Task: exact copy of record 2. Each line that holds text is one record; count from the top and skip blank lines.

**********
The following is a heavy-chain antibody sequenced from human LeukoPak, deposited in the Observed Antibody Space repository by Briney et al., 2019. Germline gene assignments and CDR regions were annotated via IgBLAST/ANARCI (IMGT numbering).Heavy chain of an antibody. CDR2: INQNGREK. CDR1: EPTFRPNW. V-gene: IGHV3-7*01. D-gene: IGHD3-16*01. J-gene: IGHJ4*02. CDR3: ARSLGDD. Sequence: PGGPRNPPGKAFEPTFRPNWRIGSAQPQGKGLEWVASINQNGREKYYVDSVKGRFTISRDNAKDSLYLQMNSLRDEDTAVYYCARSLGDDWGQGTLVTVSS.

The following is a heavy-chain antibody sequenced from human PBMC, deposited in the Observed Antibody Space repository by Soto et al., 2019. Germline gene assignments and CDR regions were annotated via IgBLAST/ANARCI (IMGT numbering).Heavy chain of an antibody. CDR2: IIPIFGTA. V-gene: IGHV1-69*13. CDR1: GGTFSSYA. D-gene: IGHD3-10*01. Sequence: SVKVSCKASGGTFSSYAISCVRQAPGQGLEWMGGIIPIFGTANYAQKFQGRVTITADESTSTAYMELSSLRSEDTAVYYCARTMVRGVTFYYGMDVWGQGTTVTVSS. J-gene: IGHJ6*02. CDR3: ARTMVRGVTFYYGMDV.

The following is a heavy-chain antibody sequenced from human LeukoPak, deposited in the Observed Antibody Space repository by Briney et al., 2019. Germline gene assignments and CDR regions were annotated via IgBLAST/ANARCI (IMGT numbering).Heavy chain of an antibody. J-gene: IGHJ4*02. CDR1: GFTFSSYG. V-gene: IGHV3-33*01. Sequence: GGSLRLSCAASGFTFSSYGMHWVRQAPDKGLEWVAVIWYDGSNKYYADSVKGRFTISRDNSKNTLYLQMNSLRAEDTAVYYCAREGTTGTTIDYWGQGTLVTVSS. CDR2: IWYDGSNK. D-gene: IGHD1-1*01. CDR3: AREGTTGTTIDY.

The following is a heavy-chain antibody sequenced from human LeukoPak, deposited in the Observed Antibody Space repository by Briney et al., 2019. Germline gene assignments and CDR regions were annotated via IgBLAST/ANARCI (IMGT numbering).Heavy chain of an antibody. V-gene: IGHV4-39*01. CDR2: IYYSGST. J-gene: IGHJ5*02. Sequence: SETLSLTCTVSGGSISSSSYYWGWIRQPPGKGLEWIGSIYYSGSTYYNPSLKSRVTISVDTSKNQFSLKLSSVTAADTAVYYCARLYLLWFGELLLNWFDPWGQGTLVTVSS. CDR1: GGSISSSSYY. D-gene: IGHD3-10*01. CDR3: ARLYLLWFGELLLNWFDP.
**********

The following is a heavy-chain antibody sequenced from human PBMC, deposited in the Observed Antibody Space repository by Soto et al., 2019. Germline gene assignments and CDR regions were annotated via IgBLAST/ANARCI (IMGT numbering).Heavy chain of an antibody. CDR2: IIPIFGTA. V-gene: IGHV1-69*13. CDR1: GGTFSSYA. D-gene: IGHD3-10*01. Sequence: SVKVSCKASGGTFSSYAISCVRQAPGQGLEWMGGIIPIFGTANYAQKFQGRVTITADESTSTAYMELSSLRSEDTAVYYCARTMVRGVTFYYGMDVWGQGTTVTVSS. J-gene: IGHJ6*02. CDR3: ARTMVRGVTFYYGMDV.